Photo by New York City Dance Project, courtesy Fairchild

Robbie Fairchild Writes a Letter to His Teenage Self

Former New York City Ballet principal Robert Fairchild has made it to the top of both the ballet and the Broadway worlds—and his career just keeps getting more exciting. Though Fairchild grew up studying jazz and tap in his home state of Utah, he danced with NYCB for nine years before taking his first professional dip in the musical theater world, a 2015 Tony-nominated turn as Jerry Mulligan in An American in Paris. (He reprised the role in the West End and on movie screens around the world.) He then danced in A Chorus Line at the Hollywood Bowl, Oklahoma! in London, and in a 2016 concert staging of Kiss Me, Kate before retiring from NYCB in 2017 to pursue theater, TV, and film full-time. Catch Fairchild as early modern-dance icon Ted Shawn in The Chaperone (streaming now), and as Munkustrap in the CATS movie (pouncing into theaters December 20). —Helen Rolfe


Fairchild at age 16, in class at the School of American Ballet (Ellen Crane, courtesy Fairchild)

Trust your instincts, kid. People will be cruel because you're different. But you're supposed to be—no two people are alike. So embrace your individuality and don't try and fit the mold. Learn to love the things that make you different and surround yourself with people who celebrate you. Ask yourself, "What do you want?" instead of asking others, "What would be best for me to desire?" Don't be afraid of the consequences of stepping out and being yourself. Be brave.

A lot of your unhappiness comes from you judging yourself. Throw away your perfectionist ideals but keep your desire for excellence. Your drive and ambition will serve you well; just remember balance. Let the laws of nature guide you more than societal ideology. Think for yourself. Don't be afraid to make mistakes. Patience is difficult, especially when you're waiting on yourself, but know that you don't operate like new technology. You take time. All of the best things in
life take time. Love the journey. Love yourself.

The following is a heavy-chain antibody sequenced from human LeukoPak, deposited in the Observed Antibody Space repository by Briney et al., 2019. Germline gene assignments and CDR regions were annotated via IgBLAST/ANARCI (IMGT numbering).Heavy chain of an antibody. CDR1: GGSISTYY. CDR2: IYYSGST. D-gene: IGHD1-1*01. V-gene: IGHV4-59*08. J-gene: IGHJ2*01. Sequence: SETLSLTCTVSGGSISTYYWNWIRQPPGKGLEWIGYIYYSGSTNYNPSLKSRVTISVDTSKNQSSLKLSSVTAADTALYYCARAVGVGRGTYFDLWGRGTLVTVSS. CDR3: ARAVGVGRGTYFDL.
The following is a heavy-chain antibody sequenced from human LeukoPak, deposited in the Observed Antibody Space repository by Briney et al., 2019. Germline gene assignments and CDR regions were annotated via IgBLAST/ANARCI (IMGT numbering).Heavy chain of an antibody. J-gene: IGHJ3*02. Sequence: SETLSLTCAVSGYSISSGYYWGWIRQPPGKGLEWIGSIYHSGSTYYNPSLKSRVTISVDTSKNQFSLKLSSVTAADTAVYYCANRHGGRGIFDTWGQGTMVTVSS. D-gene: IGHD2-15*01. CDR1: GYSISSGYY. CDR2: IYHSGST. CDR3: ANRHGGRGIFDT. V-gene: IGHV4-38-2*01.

Your love for people can easily turn you into a people pleaser. You care so much that you'll sacrifice your own situation to make others happy. Like you would on an airplane, put your oxygen mask on before helping somebody else. Don't for one second think that's being selfish. You'll be a better asset in every area of your life and will be able to give freely if you learn to take care of yourself first.

The greatest limitations you've ever had were the ones you put on yourself. No more unnecessary gravity. Fly. Dream big. Be proud. Be love. Be you.

Robbie

Latest Posts


Nathan Sayers

From "Dance Moms" to Complexions: Ballerina Kaeli Ware's Unconventional Path to Success

Take one look at Kaeli Ware's Instagram page and you'll be captivated. The elegant, impossibly long-limbed ballet dancer has over 110 thousand followers hooked on her every polished move. But the 19-year-old phenom isn't just a social media sensation. Having already conquered the competition scene and the world of dance reality TV, Ware recently joined Complexions Contemporary Ballet as a trainee. These days, she splits her time between NYC and Philadelphia, PA, where she continues to beef up her classical training at The Rock School for Dance Education.

She's not a traditional bunhead, and she's not a run-of-the-mill social influencer, either. Instead, Ware is creating her own hybrid career path—and it's taking her to impressive places.

Keep Reading
Jerry Metellus, courtesy Val Chmerkovisky and Jenna Johnson

The Dance Power Couples of 2020

Given the endless hours dancers spend together in classes, rehearsals, and performances, it makes sense that onstage chemistry frequently leads to romance IRL. Sometimes the resulting relationships go beyond stage magic. Serious dance power couples not only perform together, but also collaborate on choreographic projects, embark on joint national tours, and even partner up for mainstream media gigs.

Here are seven fabulous dance couples we'll be 'shipping into the years ahead.

Keep Reading
(From left) Alex Newell, John Clarence Stewart, Jane Levy, Skylar Astin, and Lauren Graham in "Zoey's Extraordinary Playlist," courtesy NBCUniversal Media, LLC

Mandy Moore Puts Dance in the Spotlight in NBC's Newest Series, "Zoey's Extraordinary Playlist"

Imagine living in a real-life musical, where spontaneous song-and-dance breaks happen as often in the street as they do onstage. After a series of unusual events, every dancers' dream becomes an unexpected reality for computer coder Zoey Clarke (played by Jane Levy) in NBC's newest series, "Zoey's Extraordinary Playlist." Although at first her new powers catch Zoey off guard, when she learns to embrace them, she's able to connect with the world around her like never before.

And the best part? Every musical mashup puts incredible dancing front and center, thanks in large part to series choreographer and all around dance-for-the-screen extraordinaire, Mandy Moore. Dance Spirit chatted with Moore about choreographing for the dance-driven series, which returns to NBC with all-new episodes this Sunday, February 16 at 9/8c.

Keep Reading
contest
Enter the Cover Model Search